Even today’s major leagues were still in their infancy at the time; the National League was founded in 1876 to replace the pre-existing National Association of Professional Base Ball Players and a second league, the American League, wasn’t founded until 1901.
Most of what is known about baseball at Champion comes from The Log, a company-issued monthly magazine-style periodical that began in 1914 and continued in that format through at least the 1960s. The Canton Area Historical Museum in downtown Canton hosts a substantial repository of issues, some from as early as 1926.
Usually running about 48 pages, The Log serves as more than just a chronicle of daily life at a bustling early-1900s paper mill. It’s the diary of an entire community.
The Log was Champion’s employee newsletter through the early part of the 20th Century.
“As we build our future in Canton, we’ve made it clear that it’s also important to us to honor our past,” said Zeb Smathers, Canton’s mayor. “What The Log does is, it allows us a glimpse not only into the past at the paper mill but also a glimpse into the traditions and personalities that we still celebrate today.”
Features, briefs and snippets in The Log record births, deaths and marriages among the company’s workforce, in addition to promotions, resignations and transfers among the company’s Ohio, Georgia, North Carolina and Texas divisions.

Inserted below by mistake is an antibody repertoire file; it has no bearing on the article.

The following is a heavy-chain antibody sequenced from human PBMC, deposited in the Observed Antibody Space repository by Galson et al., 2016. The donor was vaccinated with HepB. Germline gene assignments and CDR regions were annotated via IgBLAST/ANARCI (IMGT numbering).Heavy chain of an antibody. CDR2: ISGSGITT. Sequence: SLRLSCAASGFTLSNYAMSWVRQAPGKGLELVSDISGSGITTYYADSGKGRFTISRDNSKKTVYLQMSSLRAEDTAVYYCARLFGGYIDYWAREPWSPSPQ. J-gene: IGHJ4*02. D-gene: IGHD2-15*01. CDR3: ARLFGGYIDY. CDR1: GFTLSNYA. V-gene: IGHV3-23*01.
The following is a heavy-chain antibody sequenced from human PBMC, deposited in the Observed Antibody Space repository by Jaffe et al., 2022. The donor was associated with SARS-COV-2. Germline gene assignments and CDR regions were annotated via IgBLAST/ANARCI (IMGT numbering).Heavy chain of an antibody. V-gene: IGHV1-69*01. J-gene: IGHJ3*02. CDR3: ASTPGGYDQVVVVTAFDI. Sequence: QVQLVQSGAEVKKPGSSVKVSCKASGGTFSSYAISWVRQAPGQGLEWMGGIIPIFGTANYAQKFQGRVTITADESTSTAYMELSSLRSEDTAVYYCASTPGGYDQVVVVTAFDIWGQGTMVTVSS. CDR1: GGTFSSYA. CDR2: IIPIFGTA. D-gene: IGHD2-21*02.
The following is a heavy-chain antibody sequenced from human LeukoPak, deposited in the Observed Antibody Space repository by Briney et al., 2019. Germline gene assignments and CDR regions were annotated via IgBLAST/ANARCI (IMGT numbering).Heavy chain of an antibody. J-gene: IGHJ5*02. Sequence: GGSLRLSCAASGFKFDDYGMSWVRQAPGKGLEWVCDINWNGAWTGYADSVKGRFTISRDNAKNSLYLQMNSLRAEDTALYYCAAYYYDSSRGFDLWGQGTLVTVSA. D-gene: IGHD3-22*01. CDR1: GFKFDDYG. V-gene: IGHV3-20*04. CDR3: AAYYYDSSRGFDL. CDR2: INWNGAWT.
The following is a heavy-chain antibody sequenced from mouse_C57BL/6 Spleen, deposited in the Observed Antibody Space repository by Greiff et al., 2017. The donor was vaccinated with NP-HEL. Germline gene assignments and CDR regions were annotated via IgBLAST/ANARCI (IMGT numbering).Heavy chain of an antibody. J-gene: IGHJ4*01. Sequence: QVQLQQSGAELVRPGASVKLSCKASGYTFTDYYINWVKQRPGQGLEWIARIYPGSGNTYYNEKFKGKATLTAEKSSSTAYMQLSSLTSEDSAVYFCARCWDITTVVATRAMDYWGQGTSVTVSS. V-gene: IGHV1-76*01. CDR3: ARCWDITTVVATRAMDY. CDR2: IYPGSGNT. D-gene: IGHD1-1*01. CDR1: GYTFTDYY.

During the lead-up to World War II, The Log notes Adolf Hitler’s European aggression, as well as that by the Empire of Japan in the Pacific. Some stories mention beefed-up U.S. defense spending as early as 1938. Other stories proudly display the sons of Haywood County in Army green, photographed at boot camps or outposts across the country.
Later would come reports of their deaths in combat, half a world away.
All in all, The Log serves as an important reminder of America’s corporate culture from a bygone era. Its glossy pages show that Champion held company picnics and banquets frequently, hosted retreats at Lake Logan and provided myriad educational opportunities that would allow workers to rise through the ranks at the mill.